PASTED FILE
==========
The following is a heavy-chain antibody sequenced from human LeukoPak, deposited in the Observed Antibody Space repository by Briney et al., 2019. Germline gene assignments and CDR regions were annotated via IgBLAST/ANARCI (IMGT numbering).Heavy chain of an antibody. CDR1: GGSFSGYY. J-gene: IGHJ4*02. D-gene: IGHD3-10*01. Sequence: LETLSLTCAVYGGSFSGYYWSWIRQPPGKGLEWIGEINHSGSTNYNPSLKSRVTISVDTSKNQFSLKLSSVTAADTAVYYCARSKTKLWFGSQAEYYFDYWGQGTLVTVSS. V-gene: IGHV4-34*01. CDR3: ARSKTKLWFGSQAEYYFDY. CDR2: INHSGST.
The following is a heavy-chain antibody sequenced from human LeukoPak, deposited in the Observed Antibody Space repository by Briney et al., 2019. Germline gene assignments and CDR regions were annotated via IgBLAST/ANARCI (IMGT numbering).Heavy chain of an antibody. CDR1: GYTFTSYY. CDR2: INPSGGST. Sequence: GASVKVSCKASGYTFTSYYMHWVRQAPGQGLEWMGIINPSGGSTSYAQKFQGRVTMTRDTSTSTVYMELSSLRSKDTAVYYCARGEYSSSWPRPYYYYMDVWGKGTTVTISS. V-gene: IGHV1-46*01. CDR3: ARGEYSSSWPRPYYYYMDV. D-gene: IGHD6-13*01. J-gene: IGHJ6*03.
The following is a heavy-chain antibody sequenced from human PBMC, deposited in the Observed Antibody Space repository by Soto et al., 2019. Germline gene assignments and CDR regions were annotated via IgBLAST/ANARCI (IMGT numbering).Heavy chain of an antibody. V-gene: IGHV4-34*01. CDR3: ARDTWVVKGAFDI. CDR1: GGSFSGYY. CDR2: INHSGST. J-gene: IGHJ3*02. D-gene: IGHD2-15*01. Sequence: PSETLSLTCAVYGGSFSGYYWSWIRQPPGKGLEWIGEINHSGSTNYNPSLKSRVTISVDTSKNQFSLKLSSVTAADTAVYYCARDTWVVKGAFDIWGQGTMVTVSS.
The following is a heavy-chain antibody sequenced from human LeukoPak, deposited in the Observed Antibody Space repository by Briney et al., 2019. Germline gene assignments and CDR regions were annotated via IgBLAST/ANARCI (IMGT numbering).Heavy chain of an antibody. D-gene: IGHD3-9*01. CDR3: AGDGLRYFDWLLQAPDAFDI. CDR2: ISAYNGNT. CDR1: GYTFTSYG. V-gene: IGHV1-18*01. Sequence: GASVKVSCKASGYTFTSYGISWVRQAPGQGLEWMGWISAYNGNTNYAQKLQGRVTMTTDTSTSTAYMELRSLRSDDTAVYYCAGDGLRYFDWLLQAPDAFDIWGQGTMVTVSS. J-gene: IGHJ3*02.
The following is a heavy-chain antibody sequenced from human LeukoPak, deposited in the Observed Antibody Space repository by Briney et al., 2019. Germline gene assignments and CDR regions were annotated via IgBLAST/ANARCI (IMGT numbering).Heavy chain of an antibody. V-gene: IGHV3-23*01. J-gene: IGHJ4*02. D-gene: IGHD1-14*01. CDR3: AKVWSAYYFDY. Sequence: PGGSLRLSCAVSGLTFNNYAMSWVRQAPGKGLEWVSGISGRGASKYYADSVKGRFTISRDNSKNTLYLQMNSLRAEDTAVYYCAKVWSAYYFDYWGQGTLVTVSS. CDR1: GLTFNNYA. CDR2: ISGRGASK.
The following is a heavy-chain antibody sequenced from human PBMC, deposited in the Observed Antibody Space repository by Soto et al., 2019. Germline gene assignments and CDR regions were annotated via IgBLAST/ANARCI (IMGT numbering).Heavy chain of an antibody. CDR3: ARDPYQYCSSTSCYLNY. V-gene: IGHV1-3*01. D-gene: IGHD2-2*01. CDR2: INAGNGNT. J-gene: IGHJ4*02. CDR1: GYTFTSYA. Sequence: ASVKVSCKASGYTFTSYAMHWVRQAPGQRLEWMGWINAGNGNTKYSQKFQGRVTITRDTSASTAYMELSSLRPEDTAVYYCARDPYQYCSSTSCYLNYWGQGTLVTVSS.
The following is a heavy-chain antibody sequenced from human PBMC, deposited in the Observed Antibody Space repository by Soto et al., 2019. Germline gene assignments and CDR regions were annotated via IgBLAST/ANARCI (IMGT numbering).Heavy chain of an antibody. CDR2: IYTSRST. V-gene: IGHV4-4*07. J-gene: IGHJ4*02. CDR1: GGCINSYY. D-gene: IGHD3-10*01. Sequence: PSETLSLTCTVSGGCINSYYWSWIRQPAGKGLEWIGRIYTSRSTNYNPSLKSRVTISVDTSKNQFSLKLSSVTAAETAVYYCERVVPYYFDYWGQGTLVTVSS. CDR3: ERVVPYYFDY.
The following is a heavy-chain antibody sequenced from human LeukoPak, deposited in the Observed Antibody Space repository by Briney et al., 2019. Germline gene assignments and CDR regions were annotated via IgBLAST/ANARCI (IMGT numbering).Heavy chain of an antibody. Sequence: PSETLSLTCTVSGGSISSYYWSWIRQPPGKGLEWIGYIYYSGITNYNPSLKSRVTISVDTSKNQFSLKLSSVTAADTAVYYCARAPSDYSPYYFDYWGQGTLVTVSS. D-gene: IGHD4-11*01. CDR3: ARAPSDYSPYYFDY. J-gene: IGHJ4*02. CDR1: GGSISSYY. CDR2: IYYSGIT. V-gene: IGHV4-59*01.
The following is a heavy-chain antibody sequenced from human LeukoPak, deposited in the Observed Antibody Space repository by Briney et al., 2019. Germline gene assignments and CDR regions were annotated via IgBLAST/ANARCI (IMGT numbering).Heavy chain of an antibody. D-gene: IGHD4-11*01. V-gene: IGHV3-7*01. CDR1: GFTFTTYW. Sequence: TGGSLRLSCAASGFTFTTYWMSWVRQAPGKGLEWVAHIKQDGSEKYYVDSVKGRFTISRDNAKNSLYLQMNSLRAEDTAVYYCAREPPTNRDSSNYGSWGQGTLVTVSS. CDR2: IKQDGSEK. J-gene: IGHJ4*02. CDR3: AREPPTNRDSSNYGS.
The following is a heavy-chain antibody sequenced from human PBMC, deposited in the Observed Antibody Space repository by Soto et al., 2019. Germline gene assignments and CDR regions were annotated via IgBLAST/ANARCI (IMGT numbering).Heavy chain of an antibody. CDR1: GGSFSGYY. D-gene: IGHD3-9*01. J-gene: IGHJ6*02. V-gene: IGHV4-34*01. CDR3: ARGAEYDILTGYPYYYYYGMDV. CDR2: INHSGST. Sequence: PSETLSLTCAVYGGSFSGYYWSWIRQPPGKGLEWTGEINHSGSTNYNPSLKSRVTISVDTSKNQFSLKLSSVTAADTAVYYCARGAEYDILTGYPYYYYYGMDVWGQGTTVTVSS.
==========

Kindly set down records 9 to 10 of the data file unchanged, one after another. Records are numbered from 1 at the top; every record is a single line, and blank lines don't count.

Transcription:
The following is a heavy-chain antibody sequenced from human LeukoPak, deposited in the Observed Antibody Space repository by Briney et al., 2019. Germline gene assignments and CDR regions were annotated via IgBLAST/ANARCI (IMGT numbering).Heavy chain of an antibody. D-gene: IGHD4-11*01. V-gene: IGHV3-7*01. CDR1: GFTFTTYW. Sequence: TGGSLRLSCAASGFTFTTYWMSWVRQAPGKGLEWVAHIKQDGSEKYYVDSVKGRFTISRDNAKNSLYLQMNSLRAEDTAVYYCAREPPTNRDSSNYGSWGQGTLVTVSS. CDR2: IKQDGSEK. J-gene: IGHJ4*02. CDR3: AREPPTNRDSSNYGS.
The following is a heavy-chain antibody sequenced from human PBMC, deposited in the Observed Antibody Space repository by Soto et al., 2019. Germline gene assignments and CDR regions were annotated via IgBLAST/ANARCI (IMGT numbering).Heavy chain of an antibody. CDR1: GGSFSGYY. D-gene: IGHD3-9*01. J-gene: IGHJ6*02. V-gene: IGHV4-34*01. CDR3: ARGAEYDILTGYPYYYYYGMDV. CDR2: INHSGST. Sequence: PSETLSLTCAVYGGSFSGYYWSWIRQPPGKGLEWTGEINHSGSTNYNPSLKSRVTISVDTSKNQFSLKLSSVTAADTAVYYCARGAEYDILTGYPYYYYYGMDVWGQGTTVTVSS.